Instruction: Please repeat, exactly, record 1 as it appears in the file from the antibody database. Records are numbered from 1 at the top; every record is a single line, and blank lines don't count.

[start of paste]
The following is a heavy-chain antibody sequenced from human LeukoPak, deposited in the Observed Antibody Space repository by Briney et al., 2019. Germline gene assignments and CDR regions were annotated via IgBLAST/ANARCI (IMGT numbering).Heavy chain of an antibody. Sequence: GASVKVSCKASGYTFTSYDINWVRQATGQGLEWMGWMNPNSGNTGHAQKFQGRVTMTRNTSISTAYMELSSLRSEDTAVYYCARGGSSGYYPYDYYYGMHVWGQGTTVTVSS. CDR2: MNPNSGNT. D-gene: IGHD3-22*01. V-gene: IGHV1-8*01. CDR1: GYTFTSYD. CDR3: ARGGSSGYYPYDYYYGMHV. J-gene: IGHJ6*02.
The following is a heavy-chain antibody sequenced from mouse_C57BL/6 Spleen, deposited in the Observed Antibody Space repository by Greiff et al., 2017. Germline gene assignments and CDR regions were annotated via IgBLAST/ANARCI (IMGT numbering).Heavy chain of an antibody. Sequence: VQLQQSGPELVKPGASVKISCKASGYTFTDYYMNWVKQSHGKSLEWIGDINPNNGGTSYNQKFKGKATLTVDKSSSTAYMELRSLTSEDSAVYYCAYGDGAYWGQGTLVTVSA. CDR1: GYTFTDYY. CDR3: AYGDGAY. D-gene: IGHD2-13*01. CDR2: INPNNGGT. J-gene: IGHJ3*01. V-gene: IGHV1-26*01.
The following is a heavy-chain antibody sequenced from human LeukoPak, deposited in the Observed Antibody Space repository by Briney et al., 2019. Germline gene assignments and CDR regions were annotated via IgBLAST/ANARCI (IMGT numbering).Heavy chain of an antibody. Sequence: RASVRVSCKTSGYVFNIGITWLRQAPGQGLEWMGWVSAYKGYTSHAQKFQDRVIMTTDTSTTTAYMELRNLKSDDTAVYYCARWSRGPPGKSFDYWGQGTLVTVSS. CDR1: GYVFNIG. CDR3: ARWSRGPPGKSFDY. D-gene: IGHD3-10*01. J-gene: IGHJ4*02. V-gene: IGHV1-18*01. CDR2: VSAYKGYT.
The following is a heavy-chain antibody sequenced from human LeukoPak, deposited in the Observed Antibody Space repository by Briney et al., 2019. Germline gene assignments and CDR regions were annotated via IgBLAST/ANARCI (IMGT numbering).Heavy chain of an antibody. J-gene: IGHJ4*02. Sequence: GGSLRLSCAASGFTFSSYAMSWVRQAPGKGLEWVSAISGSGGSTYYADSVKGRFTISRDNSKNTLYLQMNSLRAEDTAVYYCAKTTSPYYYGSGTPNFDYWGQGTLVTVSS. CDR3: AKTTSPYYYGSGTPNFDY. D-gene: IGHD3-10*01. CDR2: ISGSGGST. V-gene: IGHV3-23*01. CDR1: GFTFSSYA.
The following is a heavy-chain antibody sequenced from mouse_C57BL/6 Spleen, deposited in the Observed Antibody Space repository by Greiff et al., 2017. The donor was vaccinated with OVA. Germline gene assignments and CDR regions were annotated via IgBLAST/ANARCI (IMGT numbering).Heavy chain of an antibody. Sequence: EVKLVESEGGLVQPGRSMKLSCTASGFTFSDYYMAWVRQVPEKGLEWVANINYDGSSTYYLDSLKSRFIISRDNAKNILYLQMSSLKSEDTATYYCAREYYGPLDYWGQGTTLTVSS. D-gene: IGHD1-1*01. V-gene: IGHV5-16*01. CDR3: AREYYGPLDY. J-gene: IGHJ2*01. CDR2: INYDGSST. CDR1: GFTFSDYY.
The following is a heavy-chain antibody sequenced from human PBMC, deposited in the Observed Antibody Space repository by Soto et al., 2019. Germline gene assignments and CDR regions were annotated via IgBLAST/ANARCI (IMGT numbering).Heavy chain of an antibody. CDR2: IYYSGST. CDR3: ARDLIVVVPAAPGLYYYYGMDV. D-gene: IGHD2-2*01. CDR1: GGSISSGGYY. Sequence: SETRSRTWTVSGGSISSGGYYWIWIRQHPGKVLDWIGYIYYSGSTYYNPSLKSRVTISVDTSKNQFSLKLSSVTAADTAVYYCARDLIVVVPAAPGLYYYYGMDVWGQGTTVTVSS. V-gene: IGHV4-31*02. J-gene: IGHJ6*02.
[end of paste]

The following is a heavy-chain antibody sequenced from human LeukoPak, deposited in the Observed Antibody Space repository by Briney et al., 2019. Germline gene assignments and CDR regions were annotated via IgBLAST/ANARCI (IMGT numbering).Heavy chain of an antibody. Sequence: GASVKVSCKASGYTFTSYDINWVRQATGQGLEWMGWMNPNSGNTGHAQKFQGRVTMTRNTSISTAYMELSSLRSEDTAVYYCARGGSSGYYPYDYYYGMHVWGQGTTVTVSS. CDR2: MNPNSGNT. D-gene: IGHD3-22*01. V-gene: IGHV1-8*01. CDR1: GYTFTSYD. CDR3: ARGGSSGYYPYDYYYGMHV. J-gene: IGHJ6*02.